School Photos in the Age of Social Distancing

As commencements are canceled across America, faux graduation selfies become the new normal. What do they mean?

Marianne Hirsch
March 23, 2020

The week before spring break, and before Columbia went virtual for the remainder of the academic year, I saw scattered students in light blue academic caps and gowns wandering around campus. A week later, on March 19, when The New York Times featured an image of three young women in graduation garb taking a selfie on the steps of Low Library below the Alma Mater statue, I understood what was going on.

“As traditions are disrupted, students are making their own,” read the photo caption. The accompanying article includes photos of several other faux graduations organized impromptu before Wellesley, the University of Chicago, Berkeley, Olin College of Engineering and other schools across the country were evacuated. Just about everywhere, it seems, seniors scrambling to move out of their dorms and say goodbye to their classmates took the time to rent gowns and pose for group photos. (At Columbia, students have traditionally taken these photos in April and May, but with everything going on, there was a new urgency.)

What do these photos do in the absence of the rituals accompanying schooling and graduation? Class and group photos constitute their own rituals, of course, creating individual, family and group memories. Like school report cards and diplomas, class pictures can serve as a form of certification—a confirmation of each student’s inclusion and participation in a grade cohort and its advancement through the teleological trajectory of schooling. Institutionally sponsored school images provide visual evidence of what institutions of learning want to create: commonality, conformity and the minimization of differences among the members of a class. Graduation photos are more than a feature of celebratory rituals. They constitute, in themselves, the culmination of long years of effort, thus corroborating each student’s, and each class’s, warranted passage into a new life stage.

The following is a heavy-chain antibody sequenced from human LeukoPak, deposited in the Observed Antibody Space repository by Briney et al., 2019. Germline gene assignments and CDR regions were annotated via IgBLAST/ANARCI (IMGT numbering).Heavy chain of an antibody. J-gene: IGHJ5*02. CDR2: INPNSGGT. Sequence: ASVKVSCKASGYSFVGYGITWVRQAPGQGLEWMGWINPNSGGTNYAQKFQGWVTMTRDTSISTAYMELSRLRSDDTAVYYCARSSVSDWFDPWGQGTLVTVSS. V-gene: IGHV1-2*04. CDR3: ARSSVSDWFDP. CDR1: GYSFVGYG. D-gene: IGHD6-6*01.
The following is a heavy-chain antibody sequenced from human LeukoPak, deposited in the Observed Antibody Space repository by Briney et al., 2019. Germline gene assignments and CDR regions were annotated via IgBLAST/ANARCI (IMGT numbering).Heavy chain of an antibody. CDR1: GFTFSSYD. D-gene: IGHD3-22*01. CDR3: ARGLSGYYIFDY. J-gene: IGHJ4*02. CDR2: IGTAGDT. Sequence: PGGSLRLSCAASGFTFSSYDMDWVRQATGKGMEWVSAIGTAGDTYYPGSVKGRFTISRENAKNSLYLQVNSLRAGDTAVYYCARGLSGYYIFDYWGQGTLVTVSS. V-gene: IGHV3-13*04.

In ordinary circumstances, we might resist this coerced form of belonging. We might point out that difference and inequality persist, despite the visual uniformity promoted by class pictures. But in moments of crisis, such as the current global pandemic, the togetherness of school, made visible and real in a group photo, appears all the more precious. What is “school” when collectivity—with all its positives and negatives—is suddenly eviscerated everywhere by the threat of infection? What is “school” when each of us sits in front of our own screens in our own private spaces, physically disconnected?

Faux graduation photos are stand-ins creating memories of rituals that will never be practiced in the era of social distancing. The faux graduation selfie shows what Yoko Tawada, in her post-apocalyptic novel The Emissary, so poignantly associates with “the word school.” That word, she writes, “still carrie[s] a faint whiff of hope.” And so, we might add, does the group picture.


A photo of a woman wearing a colored shirt, jewelry and glasses.

Marianne Hirsch is the William Peterfield Trent Professor of English and Comparative Literature and a professor at the Institute for Research on Women, Gender, and Sexuality. She is the author (with Leo Spitzer), most recently, of School Photos in Liquid Time: Reframing Difference